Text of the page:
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At the heart of English folk

Archive

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English Dance & Song, Winter 2015

English Dance & Song, Winter 2015

The cover feature is an article on Moore Moss Rutter, a trio of musicians in their early twenties who have been performing together since their teenage years. The article considers their individual paths to traditional music as well as their current projects and their approach to music within the trio.

English Dance & Song, Autumn 2015

The cover feature in the Singer, Song and Source series is The Dovetail Trio, three young musicians – Rosie Hood, Matt Quinn and Jamie Roberts – singing the song ‘The Two Magicians’. The source is Mr Sparkes, a blacksmith from Minehead who was visited by Cecil Sharp in 1904.

English Dance & Song, Summer 2015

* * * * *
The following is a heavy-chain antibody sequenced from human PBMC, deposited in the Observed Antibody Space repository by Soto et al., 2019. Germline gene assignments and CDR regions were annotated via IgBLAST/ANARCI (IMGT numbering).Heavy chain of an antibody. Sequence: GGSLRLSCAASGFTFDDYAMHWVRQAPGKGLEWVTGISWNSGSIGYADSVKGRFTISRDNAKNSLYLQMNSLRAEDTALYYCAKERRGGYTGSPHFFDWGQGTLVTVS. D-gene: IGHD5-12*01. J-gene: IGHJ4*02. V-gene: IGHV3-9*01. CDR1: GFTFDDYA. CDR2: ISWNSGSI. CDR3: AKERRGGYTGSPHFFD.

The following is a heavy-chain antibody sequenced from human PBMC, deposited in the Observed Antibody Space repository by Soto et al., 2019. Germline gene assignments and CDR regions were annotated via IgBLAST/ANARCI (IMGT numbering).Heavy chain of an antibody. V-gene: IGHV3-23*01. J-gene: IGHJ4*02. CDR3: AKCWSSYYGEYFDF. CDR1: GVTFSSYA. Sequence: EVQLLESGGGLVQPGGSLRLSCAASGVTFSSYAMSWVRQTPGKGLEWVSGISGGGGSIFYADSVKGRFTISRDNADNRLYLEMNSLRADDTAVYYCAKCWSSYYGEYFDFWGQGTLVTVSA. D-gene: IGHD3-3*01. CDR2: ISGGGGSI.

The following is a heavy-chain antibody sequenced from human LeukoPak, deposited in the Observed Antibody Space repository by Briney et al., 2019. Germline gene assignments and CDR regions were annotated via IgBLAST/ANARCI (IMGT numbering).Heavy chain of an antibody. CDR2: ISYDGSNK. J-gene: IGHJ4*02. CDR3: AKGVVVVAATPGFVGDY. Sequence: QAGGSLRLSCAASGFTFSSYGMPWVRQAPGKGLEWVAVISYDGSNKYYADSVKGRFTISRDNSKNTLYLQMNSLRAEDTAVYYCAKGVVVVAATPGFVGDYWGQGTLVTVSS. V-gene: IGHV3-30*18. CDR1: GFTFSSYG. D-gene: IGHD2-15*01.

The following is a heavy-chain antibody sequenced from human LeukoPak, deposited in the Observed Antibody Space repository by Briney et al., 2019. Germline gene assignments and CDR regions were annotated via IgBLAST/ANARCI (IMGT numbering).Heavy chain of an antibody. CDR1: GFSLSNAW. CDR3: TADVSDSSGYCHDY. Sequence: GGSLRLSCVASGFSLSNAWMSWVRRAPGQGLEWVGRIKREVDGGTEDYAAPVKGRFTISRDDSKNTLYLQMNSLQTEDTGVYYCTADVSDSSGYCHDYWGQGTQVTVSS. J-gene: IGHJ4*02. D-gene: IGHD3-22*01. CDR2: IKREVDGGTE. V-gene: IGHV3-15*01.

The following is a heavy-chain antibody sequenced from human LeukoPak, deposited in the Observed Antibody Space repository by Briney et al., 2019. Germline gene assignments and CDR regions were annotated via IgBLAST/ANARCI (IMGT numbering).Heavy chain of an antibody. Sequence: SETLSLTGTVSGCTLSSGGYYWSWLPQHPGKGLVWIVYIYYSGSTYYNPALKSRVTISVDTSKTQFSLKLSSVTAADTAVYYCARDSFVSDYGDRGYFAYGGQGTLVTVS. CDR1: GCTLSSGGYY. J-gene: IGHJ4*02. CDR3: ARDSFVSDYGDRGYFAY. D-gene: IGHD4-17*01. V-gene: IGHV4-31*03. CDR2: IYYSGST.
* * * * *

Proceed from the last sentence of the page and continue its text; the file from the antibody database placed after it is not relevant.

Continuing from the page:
English Dance & Song, Summer 2015

June 2015 sees the 200th anniversary of the Battle of Waterloo. The battle was the subject of several broadsides and traditional songs and one of them is featured in the regular Singer, Song and Source series. The song ‘The Eighteenth Day of June’ first appeared as a broadside, and was recorded from oral tradition; it is now sung by The Wilsons from Teesside – five brothers who have been singing together for many decades and have recently been accompanying pop singer Sting. The extended ‘Source’ feature, by Peter Wood, examines a variety of songs about the battle.

English Dance & Song, Spring 2015

English Dance & Song, Spring 2015

The cover feature is Alistair Anderson, a consummate musician whose playing of the English concertina and Northumbrian pipes has delighted audiences for several decades.  Alongside some of his musical biography, Alistair has some important things to say about the role and importance of traditional music.

English Dance & Song, Winter 2014

English Dance & Song, Winter 2014

The featured singer in the Singer, Song and Source series is Bryony Griffith from Yorkshire, who has recently released her first solo album, Nightshade (having previously recorded with husband Will Hampson and with the Demon Barbers).  The song is Wild, Wild Berry – a unique song recorded from Ray Driscoll who lived in London and Shropshire, which is where he learned the song. Allan Wilkinson writes on Bryony, while Gwilym Davies contributes on Ray Driscoll.